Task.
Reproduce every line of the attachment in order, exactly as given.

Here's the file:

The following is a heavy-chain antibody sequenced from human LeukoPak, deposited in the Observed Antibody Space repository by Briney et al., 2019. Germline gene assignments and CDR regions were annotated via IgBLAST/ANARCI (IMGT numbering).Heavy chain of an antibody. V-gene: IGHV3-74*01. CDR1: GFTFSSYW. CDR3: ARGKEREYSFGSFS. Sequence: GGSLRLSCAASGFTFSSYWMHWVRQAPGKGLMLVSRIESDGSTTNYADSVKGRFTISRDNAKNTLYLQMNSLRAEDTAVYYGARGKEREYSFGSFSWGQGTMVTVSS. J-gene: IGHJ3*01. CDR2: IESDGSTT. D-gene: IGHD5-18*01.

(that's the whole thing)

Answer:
The following is a heavy-chain antibody sequenced from human LeukoPak, deposited in the Observed Antibody Space repository by Briney et al., 2019. Germline gene assignments and CDR regions were annotated via IgBLAST/ANARCI (IMGT numbering).Heavy chain of an antibody. V-gene: IGHV3-74*01. CDR1: GFTFSSYW. CDR3: ARGKEREYSFGSFS. Sequence: GGSLRLSCAASGFTFSSYWMHWVRQAPGKGLMLVSRIESDGSTTNYADSVKGRFTISRDNAKNTLYLQMNSLRAEDTAVYYGARGKEREYSFGSFSWGQGTMVTVSS. J-gene: IGHJ3*01. CDR2: IESDGSTT. D-gene: IGHD5-18*01.